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The island nation of Palau plans to stop buying diesel and go 100% solar by the end of 2019–and offer a blueprint for other island nations to do the same.
By Adele Peters
Like most islands, Palau, a Pacific island nation that bills itself as a pristine paradise, currently relies on diesel fuel to supply almost all of its electricity. It’s both polluting and expensive; residents pay more than twice as much per kilowatt-hour than an average American, even though someone earning minimum wage there only makes around $5,000 a year.
But Palau is in the middle of a new experiment: Over the next year and a half, the country will shift to 100% renewable energy, at no cost to the government, in what is likely to be the fastest national transition to renewable energy ever to occur. In a new program, the partners behind the work in Palau plan to now help other small island nations do the same thing.
Technology is helping drive Palau’s transition. When the country’s president happened to meet the CEO of Gridmarket–an analytics company that originally spun out of a public-private partnership in New York City after Hurricane Sandy–at a large environmental tech conference called EarthX in 2017, the two realized that they could work together. Gridmarket’s predictive analytics and mapping platform uses AI to analyze a city or region property-by-property, create a strategic plan for renewable energy, and then creates a digital marketplace for solar panel manufacturers and other solution providers to bid on the job.
“We basically go into a place and gobble up all of the data that’s available using our system,” says Nick Davis, CEO of Gridmarket. Using data points such as climate and weather, energy costs, local laws, and the physical characteristics of each site, the company creates profiles for each property. In New York City, these are linked to addresses. In Palau, where conventional street addresses often don’t exist, the profiles can be linked to latitude and longitude. That building-by-building analysis was used to create Palau’s national RFP for clean energy, including battery storage, microgrids at government buildings and schools, and larger 20-30 megawatt systems that can feed into the local grid.
Typically, Davis says, a single 30-megawatt project might take three to four years to come to fruition, after first securing land rights and negotiating power purchase agreements, but using the tech platform shrinks that time. In Palau, where GridMarket started working in the second quarter of 2018, the first solar projects will be installed by the end of the year.
“In this case, from start to finish–deploying the platform to getting steel in the ground–it’s reducing it to really a 3-6 month process, which we hope to get quicker and quicker every time we do it,” he says. “Our goal is the 24-hour installation, eventually, where a property signs on and automatically triggers installers to immediately go and get it done.” In Palau, the first phase of installations will bring the country to 45% renewable energy, helping it meet its goals under the UN’s Global Goals. The next phase, bringing the country to 100% renewable energy, will happen in 2019.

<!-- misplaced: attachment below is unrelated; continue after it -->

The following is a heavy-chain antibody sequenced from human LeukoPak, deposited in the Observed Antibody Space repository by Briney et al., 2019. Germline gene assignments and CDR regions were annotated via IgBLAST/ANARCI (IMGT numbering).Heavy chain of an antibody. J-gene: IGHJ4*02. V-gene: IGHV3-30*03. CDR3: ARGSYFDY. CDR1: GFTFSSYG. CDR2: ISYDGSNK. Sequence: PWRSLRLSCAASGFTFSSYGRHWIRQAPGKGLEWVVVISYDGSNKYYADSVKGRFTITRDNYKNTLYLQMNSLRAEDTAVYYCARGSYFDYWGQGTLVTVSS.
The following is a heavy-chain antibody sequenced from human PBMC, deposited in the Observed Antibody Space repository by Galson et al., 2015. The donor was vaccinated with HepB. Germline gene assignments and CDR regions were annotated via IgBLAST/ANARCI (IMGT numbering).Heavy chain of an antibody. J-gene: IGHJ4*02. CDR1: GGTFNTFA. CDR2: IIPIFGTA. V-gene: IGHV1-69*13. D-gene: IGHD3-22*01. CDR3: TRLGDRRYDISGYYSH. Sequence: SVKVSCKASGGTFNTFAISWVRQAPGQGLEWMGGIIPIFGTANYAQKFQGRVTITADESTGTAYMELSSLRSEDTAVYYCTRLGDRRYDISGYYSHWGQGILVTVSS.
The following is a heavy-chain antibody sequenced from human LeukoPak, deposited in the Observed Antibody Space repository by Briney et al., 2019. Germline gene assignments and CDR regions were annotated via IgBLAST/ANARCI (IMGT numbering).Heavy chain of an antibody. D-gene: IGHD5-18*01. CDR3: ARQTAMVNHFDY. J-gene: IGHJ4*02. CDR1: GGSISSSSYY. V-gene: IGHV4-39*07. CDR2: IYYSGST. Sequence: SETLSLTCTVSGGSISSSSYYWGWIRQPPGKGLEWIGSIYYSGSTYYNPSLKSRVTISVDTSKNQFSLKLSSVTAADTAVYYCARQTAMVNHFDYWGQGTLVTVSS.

The platform automatically teaches itself over time how to make a strategic energy plan more quickly. “It’s built on an AI backbone, so it really learns itself a lot of the time and figures out which new data points it needs, and uses all of those learnings as it builds node by node and property by property recommendations,” he says. The platform also calculates future energy needs, including both how efficient technology may reduce demand and how cheaper energy rates may increase usage.
For a national government, a major energy transition involves politics, but Palau’s government was eager to make the shift. Diesel energy supplies 90% of its electricity needs, and the government has to heavily subsidize the cost for its citizens. The change to renewables will both save its money and likely help the economy grow; businesses in Palau pay even more for electricity than consumers now, at 38 cents a kilowatt hour.
The work also has outside funding, a critical factor in making the shift happen. Trammell Crow, the founder of EarthX and a Republican philanthropist committed to fighting climate change, decided that EarthX should pay for GridMarket’s work, and will also help fund the purchase of the equipment and the installation (institutional funding and some donations from renewable energy companies will also cover some of the cost of implementation). The island nation won’t have to pay for the shift. The funding, in combination with the technology guiding the transition, is making the project move quickly. “We’re trying to have the quickest transition to renewable energy in the history of a country,” says Davis.
In Palau, a short list of renewable energy companies are now under consideration for the work, and installation will begin soon. Because they saw that the model can work, the Republic of Palau partnered with EarthX, Gridmarket, and the Global Island Partnership to form the “Island Resilience Partnership” to do the same work on other small island nations–among the countries most at risk from climate change and most in need of options for local, affordable energy, but that might otherwise have difficulty making the shift..
Adele Peters is a staff writer at Fast Company who focuses on solutions to some of the world's largest problems, from climate change to homelessness. Previously, she worked with GOOD, BioLite, and the Sustainable Products and Solutions program at UC Berkeley
SOURCE: FAST COMPANY/PACNEWS
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